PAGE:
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The Week in Reviews, Op. 50: Nadja Salerno Sonnenberg, Augustin Hadelich, James Ehnes in Concert

By Robert Niles
Published: September 30, 2014 at 10:36

In an effort to promote the coverage of live music, each week Violinist.com brings you links to reviews of notable violin performances from around the world.

Augustin Hadelich substituted for Hilary Hahn and performed the Beethoven with the Dallas Symphony

  • TheaterJones: "He was profound without being pompous in the first movement, lyrical without sentimentality in the second, and playful without trivialization in the final rondo."
  • D Magazine: "Hadelich was substituting last night for an injured Hilary Hahn, and I did find myself mentally comparing his stoicism to her easy charisma, but he managed some extraordinarily beautiful moments in the piece’s last two movements. At his best, he drew a fantastic range of sounds from his instrument."
  • Dallas Morning News: "Hadelich took a moment to settle into the Beethoven, but thereafter he delivered as exquisite, as generously expressive a performance as you’ll hear anywhere. His 1723 “Ex-Kiesewetter” Stradivarius has an extraordinarily sweet but slender tone; Hadelich treats that as an asset, cultivating breathtaking pianissimos and finely polished passagework."

Nadja Salerno SonnenbergNadja Salerno-Sonnenberg performed Shostakovich's First Violin Concerto with the Oregon Symphony

  • The Oregonian: "...her playing was fierce and mercurial; one second she might seem as though howling at the moon, the second grabbing you by the lapels and whispering urgently in your ear. At the same time, her technical abilities have only deepened — the feeling of near-mayhem she expressed came from exquisite control."

James Ehnes performed the Korngold with the Baltimore Symphony

  • The Baltimore Sun: "The concerto's refined lyricism could not ask for a more eloquent advocate than James Ehnes. The violinist's seamless technique, sweetness of tone and poetic instincts had the music soaring and sighing to compelling effect."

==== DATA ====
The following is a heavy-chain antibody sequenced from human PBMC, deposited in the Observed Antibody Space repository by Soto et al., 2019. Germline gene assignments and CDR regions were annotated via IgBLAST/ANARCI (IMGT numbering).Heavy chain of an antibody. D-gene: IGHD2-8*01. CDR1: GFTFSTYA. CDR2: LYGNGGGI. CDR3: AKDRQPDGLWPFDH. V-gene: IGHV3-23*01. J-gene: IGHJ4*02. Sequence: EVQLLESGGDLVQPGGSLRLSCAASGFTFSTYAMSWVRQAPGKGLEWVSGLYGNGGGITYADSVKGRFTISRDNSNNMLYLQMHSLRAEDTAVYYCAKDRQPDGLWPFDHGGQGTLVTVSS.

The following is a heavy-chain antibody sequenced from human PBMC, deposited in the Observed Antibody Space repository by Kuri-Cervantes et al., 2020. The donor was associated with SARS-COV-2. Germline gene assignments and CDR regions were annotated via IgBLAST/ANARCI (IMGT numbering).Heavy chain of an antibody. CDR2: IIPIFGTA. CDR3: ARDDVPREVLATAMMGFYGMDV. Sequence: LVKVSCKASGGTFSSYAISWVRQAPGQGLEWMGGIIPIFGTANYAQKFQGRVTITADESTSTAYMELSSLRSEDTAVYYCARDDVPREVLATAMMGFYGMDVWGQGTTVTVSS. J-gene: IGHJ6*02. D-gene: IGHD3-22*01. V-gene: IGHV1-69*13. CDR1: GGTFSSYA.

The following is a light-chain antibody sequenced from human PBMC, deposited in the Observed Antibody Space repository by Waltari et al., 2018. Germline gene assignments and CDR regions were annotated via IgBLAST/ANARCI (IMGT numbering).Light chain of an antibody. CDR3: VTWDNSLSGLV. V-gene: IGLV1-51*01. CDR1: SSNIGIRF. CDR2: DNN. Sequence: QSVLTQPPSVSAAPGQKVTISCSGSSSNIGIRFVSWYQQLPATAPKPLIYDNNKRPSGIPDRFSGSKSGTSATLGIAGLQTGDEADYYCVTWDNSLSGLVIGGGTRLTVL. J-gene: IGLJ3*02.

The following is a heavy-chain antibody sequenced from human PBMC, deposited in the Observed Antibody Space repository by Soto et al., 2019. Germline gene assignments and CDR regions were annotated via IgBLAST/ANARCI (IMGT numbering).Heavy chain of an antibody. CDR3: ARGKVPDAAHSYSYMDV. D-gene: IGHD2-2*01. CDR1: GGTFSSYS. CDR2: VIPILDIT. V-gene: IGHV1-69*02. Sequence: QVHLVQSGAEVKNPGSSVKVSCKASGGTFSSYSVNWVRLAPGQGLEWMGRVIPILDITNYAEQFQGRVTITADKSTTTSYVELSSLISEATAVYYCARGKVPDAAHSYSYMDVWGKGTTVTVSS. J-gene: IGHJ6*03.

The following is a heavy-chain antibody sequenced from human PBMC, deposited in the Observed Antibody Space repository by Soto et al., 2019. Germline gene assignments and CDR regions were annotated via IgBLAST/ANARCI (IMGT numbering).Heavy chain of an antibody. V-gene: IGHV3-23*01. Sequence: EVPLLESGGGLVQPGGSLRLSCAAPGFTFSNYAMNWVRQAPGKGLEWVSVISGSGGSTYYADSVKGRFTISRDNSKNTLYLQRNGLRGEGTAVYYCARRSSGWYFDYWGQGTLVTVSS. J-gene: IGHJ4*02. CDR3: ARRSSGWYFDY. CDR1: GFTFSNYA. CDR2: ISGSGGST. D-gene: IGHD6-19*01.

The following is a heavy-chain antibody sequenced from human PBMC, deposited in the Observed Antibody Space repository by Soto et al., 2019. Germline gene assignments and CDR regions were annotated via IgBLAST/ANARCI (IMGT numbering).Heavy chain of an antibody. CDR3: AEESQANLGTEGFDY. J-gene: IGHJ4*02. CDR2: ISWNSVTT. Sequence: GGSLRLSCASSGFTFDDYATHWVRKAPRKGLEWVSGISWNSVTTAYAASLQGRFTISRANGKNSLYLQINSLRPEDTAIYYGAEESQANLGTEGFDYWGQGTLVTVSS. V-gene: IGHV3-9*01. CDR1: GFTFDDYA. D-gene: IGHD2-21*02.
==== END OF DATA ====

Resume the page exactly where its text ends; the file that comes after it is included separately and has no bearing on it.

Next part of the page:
Joshua Bell performed the Glazunov with the Pacific Symphony

  • Orange County Register: "Bell gave it a fine reading (the piece, he said, is relatively new to him), cogent and disciplined in his phrasing, secure and scintillating in his pyrotechnics."

Rachel Barton Pine started playing the Mendelssohn with the Valdosta Symphony Orchestra. Then the power went out...

  • The Valdosta Daily Times: "'The audience was delighted when Rachel Barton Pine stepped out of the darkness with her violin, backlit by a few overhead emergency lights,' said Haley Hyatt of Valdosta, who was in the audience. 'She spoke to the crowd, and launched into an impromptu second concert which included a piece by Paganini and other selections. The audience cheered with delight.'"

Pinchas Zukerman performed and conducted Mozart's Violin Concerto No. 5 with the National Arts Centre Orchestra

  • Ottawa Citizen: "Zukerman seemed as comfortable and at ease as if he were in his own living room, and he set a mood that was all elegance and calm, unruffled refinement."
  • ConcertoNet: "Zukerman conducted and was violin soloist in a performance both interesting and imaginative but which didn’t quite work."

Tianwa Yang performed the Brahms with the Royal Philharmonic Orchestra

  • MusicOMH: "Upon entering the fray Tianwa Yang quickly established her presence through precision of attack, gainfully meeting the challenge of unifying the grand melodic gestures with the intricacies of passagework, often played with a graceful mezzo-piano tone that made one want to revel afresh in the concerto’s many details."

Lindsay Deutsch performed the Khachaturian with the Cape Symphony

  • The Barnstable Patriot: "Violinist Lindsay Deutsch played with such verve, passion and athletic skill that the audience broke into applause after the first movement."

Please support live music in your community by attending a concert or recital whenever you can!

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Laurie's Violin School: Don't Tolerate Impossible Pegs!